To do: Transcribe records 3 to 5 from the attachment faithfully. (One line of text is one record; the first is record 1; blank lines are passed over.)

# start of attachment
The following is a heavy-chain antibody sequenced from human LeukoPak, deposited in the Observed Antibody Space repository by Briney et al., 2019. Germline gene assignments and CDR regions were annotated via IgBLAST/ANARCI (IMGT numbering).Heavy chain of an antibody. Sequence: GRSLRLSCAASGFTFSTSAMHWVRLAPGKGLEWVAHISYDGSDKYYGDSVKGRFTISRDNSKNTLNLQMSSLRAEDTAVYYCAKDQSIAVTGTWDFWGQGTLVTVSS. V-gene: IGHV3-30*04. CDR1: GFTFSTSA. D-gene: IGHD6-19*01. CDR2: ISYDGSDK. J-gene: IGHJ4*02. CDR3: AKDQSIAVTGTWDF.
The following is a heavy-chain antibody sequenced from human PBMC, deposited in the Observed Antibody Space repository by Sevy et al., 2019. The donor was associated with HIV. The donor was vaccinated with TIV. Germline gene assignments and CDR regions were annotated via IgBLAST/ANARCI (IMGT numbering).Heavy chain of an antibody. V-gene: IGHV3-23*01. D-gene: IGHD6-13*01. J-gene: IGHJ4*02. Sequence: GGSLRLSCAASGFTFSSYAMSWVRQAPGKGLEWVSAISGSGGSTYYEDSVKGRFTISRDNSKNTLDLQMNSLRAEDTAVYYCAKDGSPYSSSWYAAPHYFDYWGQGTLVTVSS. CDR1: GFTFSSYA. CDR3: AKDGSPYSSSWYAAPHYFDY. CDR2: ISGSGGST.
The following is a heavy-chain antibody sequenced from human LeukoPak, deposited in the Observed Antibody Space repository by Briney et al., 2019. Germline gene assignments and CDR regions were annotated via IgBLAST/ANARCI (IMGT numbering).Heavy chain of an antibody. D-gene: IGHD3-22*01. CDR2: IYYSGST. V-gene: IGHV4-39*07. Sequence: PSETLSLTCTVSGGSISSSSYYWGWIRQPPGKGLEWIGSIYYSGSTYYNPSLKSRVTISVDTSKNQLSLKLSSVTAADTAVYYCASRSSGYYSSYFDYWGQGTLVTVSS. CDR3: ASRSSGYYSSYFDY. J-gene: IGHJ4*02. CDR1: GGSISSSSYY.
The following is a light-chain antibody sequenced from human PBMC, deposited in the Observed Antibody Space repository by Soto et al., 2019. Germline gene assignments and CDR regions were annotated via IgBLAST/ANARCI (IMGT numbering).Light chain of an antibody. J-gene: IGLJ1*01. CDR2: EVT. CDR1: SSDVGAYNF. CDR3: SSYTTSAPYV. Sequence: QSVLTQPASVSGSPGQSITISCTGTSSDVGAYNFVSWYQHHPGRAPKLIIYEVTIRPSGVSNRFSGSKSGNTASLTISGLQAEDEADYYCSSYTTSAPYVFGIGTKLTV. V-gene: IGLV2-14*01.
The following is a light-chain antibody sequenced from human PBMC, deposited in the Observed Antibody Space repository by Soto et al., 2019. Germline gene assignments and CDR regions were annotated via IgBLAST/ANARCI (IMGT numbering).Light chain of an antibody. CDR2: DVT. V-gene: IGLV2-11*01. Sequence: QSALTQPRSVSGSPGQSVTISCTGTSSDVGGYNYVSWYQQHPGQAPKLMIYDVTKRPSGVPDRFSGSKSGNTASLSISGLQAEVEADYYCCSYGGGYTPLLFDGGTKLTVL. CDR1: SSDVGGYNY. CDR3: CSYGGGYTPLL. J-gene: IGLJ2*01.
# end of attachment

The following is a heavy-chain antibody sequenced from human LeukoPak, deposited in the Observed Antibody Space repository by Briney et al., 2019. Germline gene assignments and CDR regions were annotated via IgBLAST/ANARCI (IMGT numbering).Heavy chain of an antibody. D-gene: IGHD3-22*01. CDR2: IYYSGST. V-gene: IGHV4-39*07. Sequence: PSETLSLTCTVSGGSISSSSYYWGWIRQPPGKGLEWIGSIYYSGSTYYNPSLKSRVTISVDTSKNQLSLKLSSVTAADTAVYYCASRSSGYYSSYFDYWGQGTLVTVSS. CDR3: ASRSSGYYSSYFDY. J-gene: IGHJ4*02. CDR1: GGSISSSSYY.
The following is a light-chain antibody sequenced from human PBMC, deposited in the Observed Antibody Space repository by Soto et al., 2019. Germline gene assignments and CDR regions were annotated via IgBLAST/ANARCI (IMGT numbering).Light chain of an antibody. J-gene: IGLJ1*01. CDR2: EVT. CDR1: SSDVGAYNF. CDR3: SSYTTSAPYV. Sequence: QSVLTQPASVSGSPGQSITISCTGTSSDVGAYNFVSWYQHHPGRAPKLIIYEVTIRPSGVSNRFSGSKSGNTASLTISGLQAEDEADYYCSSYTTSAPYVFGIGTKLTV. V-gene: IGLV2-14*01.
The following is a light-chain antibody sequenced from human PBMC, deposited in the Observed Antibody Space repository by Soto et al., 2019. Germline gene assignments and CDR regions were annotated via IgBLAST/ANARCI (IMGT numbering).Light chain of an antibody. CDR2: DVT. V-gene: IGLV2-11*01. Sequence: QSALTQPRSVSGSPGQSVTISCTGTSSDVGGYNYVSWYQQHPGQAPKLMIYDVTKRPSGVPDRFSGSKSGNTASLSISGLQAEVEADYYCCSYGGGYTPLLFDGGTKLTVL. CDR1: SSDVGGYNY. CDR3: CSYGGGYTPLL. J-gene: IGLJ2*01.